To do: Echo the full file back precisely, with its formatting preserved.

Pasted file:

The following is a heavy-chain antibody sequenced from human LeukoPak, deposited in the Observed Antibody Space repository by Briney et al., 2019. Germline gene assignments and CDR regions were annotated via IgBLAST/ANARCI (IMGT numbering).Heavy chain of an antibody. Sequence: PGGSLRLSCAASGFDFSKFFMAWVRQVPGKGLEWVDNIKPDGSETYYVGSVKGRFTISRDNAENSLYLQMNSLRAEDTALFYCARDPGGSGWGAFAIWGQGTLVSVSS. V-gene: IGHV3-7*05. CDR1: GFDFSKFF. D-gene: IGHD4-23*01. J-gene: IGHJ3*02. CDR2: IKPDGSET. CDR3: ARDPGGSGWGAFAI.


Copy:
The following is a heavy-chain antibody sequenced from human LeukoPak, deposited in the Observed Antibody Space repository by Briney et al., 2019. Germline gene assignments and CDR regions were annotated via IgBLAST/ANARCI (IMGT numbering).Heavy chain of an antibody. Sequence: PGGSLRLSCAASGFDFSKFFMAWVRQVPGKGLEWVDNIKPDGSETYYVGSVKGRFTISRDNAENSLYLQMNSLRAEDTALFYCARDPGGSGWGAFAIWGQGTLVSVSS. V-gene: IGHV3-7*05. CDR1: GFDFSKFF. D-gene: IGHD4-23*01. J-gene: IGHJ3*02. CDR2: IKPDGSET. CDR3: ARDPGGSGWGAFAI.